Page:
Land of the free?

A Wilmington StarNews editorial writer gave readers some food-for-thought this new year, but mostly small, unsatisfying helpings. The January 1st editorial titled, “Staying true to our anthem” asked the question, “Is America still the land of the free and the home of the brave? (Link below) That, of course, depends on who defines the meaning of the words free and brave.

The editor seeks “big-picture” questions, but his windows are mere slits in the boxed walls that separate us in the new disintegrated society.

It’s clear to many of us that freedom and bravery are old-fashioned in modern America, associated with “out of touch” and disdained patriotism. Patriots are identified (often by the press) as right-wing, Christian, gun-toting zealots who don’t represent the great new surge of multicultural and entitlement groups. Yet, bereft of American history, culture and tradition, they demand “rights” that don’t exist and expect others to pay for them.

The editor does, however, dish up a good point about the loss of our freedoms. He cites columnist George Will writing about “rulemaking obsessed governments” and our loss of personal liberties from many unfair laws such as “civil asset forfeiture” authorizing police to seize property without accusations or convictions.

American citizens of past generations know that this clearly violates our constitutional right to “be secure in (our) persons, houses, papers, and effects against unreasonable searches and seizures….” (Constitution, Amendment IV) We have always understood that this right is critical to preserving our freedom from unwarranted government police power.

The editor seems neutral on this, but, in my opinion, we are more threatened domestically by our own government than any time since the War Between the States.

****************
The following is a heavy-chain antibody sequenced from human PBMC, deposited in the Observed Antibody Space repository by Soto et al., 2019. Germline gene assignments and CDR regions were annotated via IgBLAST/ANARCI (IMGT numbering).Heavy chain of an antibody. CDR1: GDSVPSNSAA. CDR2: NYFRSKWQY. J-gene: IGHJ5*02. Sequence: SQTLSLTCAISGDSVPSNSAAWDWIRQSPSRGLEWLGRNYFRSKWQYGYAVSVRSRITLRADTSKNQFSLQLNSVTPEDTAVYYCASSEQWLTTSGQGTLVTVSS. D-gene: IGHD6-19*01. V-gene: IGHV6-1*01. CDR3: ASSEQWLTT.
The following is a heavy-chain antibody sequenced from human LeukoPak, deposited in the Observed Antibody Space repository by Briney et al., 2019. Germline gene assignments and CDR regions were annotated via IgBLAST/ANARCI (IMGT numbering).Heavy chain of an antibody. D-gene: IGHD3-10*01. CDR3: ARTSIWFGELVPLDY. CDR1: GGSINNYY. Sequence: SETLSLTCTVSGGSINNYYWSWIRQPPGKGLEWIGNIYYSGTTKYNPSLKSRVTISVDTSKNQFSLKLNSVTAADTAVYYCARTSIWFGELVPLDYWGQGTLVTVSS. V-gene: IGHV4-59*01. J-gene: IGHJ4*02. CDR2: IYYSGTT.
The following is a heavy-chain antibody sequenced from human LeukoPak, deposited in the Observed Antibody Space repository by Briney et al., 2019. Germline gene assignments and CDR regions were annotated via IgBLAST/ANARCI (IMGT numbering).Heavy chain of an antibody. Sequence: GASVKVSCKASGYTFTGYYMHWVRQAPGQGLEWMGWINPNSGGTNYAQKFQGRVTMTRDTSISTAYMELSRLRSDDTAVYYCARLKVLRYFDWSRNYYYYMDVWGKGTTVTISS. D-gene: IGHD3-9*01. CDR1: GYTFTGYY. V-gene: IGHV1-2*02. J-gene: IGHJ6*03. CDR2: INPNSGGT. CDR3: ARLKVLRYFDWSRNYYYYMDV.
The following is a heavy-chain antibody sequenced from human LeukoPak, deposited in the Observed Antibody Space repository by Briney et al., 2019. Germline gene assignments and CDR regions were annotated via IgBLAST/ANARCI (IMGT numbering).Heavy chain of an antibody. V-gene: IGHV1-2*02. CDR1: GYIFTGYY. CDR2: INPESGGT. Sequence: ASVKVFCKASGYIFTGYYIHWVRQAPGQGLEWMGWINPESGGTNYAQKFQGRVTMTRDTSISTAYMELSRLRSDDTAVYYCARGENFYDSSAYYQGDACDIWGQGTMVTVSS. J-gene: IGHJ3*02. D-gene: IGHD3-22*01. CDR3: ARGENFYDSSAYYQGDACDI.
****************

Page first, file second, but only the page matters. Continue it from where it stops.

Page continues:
On the other part of the question about the “home of the brave,” most traditional Americans will rally to defend our people when necessary. For example, as demonstrated after the Islamist attacks on the country in 2001. Of course, our politicians usually overreact to action. In this case the flurry to enact “Homeland Security” laws and bureaucracies probably didn’t do much to make us more secure, but it did expand an expensive and intrusive federal government.

There are many ways to be brave and most people have it in them to do so. Traditionally, Americans have been optimistic and resilient to life’s burdens. But we face real threats from outside our borders and many within.

Journalist and author David Kupelian has reported on the conditions and problems new to a once freer America. In his 2015 book, “The Snapping of the American Mind,” he writes that we have always prevailed over catastrophic wars, natural disasters, epidemics and social upheavals. We have prospered because of freedom and generational Christian values. Today people fear those days are over and trouble lies ahead. Kupelian writes:

It’s not just the daunting array of current geopolitical threats—wars, terrorism, de facto invasion of millions of illegal immigrants, unpayable national debt and economic disintegration, 1984-style surveillance, and a palpable and ever-increasing loss of freedom—all causing high anxiety over an uncertain future. It’s also a growing conviction that government itself, whose primary reason for existence is to protect its citizens, has instead become American’s greatest nemesis.

In addition, I believe that our children are being coddled and overly protected by parents and nanny bureaucrats—and government-sponsored messages constantly indoctrinate us with health and safety scares and programs designed to save us from ourselves–and trust the state. Government and non government organization activists deluge us with tales of starving, homeless, disabled, “vulnerable” and needy people. College children now demand “safe space” to hide from the realities of the world.

Is it any wonder that increasing numbers of people in America are neurotic, addicted and fearful?

These are “big-picture” concerns that confront us. The government-problem must be dealt with honestly, courageously—and soon. Otherwise our “anthem” might more appropriately be changed from “land of the free and home of the brave” to “land of the state and home of the needy.”


About R. E. Smith Jr.

Mr. Smith writes essays and commentary on politics, American history, environment, higher education and culture. He's been published in print media and at blog sites for about 25 years. Smith's formal education includes B.S. and M.S. degrees from the State University of New York and Syracuse University. He has earned a 21-credit hour Certificate in Professional Writing from the University of North Carolina-Wilmington. Training/work experience: NYS Ranger School; U. S. Army, Corp of Engineers; soil scientist and forester with USDA; Assoc. Professor at SUNY; real estate agent; small business owner.
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